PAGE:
For the longest time I’ve assumed that Citylink are the worst delivery company in Britain. But Yodel are looking like real contenders for the title. While almost all delivery companies are obtuse, unhelpful, and make resolving issues as difficult as possible, none compare to the heavy iron walls that surround Yodel.
I have a delivery due, it was meant to arrive some time last week. On Friday I dared to leave the house for an hour, and of course they attempted to deliver then – clearly not their fault. I received a card through the door (thus immediately giving them an advantage over Citylink, you could argue), which had been filled in to tell me it was the “1st of 3 attempts”. I should turn over the card for more details – this instruction had been hand-ticked twice.
The back of the card was completely unmarked. No offer to reattempt to deliver was ticked, nor was the suggestion that I’d need to collect it from their delivery office. So, er, great.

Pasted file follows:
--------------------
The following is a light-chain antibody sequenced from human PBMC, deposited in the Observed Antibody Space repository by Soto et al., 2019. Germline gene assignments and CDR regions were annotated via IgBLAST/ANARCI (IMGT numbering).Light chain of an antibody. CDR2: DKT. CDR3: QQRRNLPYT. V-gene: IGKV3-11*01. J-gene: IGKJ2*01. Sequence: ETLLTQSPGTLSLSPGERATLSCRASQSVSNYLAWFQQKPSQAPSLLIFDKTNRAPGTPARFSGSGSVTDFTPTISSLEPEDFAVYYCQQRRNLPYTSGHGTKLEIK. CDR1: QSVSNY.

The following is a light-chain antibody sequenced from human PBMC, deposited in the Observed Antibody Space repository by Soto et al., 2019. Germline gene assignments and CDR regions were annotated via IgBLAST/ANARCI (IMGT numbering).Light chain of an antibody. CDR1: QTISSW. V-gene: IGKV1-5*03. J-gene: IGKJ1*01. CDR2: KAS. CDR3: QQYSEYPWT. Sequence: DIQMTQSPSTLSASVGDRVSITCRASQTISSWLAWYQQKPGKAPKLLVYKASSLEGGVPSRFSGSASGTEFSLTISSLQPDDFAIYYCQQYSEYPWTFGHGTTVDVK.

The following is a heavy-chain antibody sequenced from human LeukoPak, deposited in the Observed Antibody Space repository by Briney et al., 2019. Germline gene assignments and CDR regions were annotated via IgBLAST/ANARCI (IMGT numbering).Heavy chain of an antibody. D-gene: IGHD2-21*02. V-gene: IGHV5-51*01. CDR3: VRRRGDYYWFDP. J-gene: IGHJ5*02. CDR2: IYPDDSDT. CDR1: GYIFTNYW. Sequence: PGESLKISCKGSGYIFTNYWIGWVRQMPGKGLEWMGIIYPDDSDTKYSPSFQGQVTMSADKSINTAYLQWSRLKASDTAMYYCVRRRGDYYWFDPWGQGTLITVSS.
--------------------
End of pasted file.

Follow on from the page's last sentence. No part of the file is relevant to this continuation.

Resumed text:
As was likely, after I wrote my piece on Paul’s thoughts on women in the church, and the twisting of those words to oppress women for millennia since, a few people have suggested some possible errors. I want nothing less than to spread any misinformation, so wanted to update with things I’ve learned since. The rather crucial thing to know is: the facts remain the case. The arguments against women in leadership in the church remain, as I said, theological rubbish.
I should also add that I’m not a scholar. I’m a games journalist. I do have a (first class!) degree in Youth, Community Work & Applied Theology, and while it taught me some basics, it wasn’t exactly hardcore theological studies. I come to this as an amateur, relying on the works of experts, and as such will of course make mistakes, or at least not have learned enough so far.
Thing is: Paul was, unequivocally, in favour of women in leadership, and those who use his words to prevent this are deliberately perverting the clear and unambiguous message that’s prevalent in all of his writing. As I said before, you don’t need to worry about any Greek interpretation, or get into any arguments about the meanings of specific words, to reach this conclusion. Paul openly and deliberately refers to women as apostles, deacons, church leaders, and heads of families running churches. What’s interesting is that from further study, it seems Paul was even more overtly criticising misogynist oppression in the church than I’d ever realised.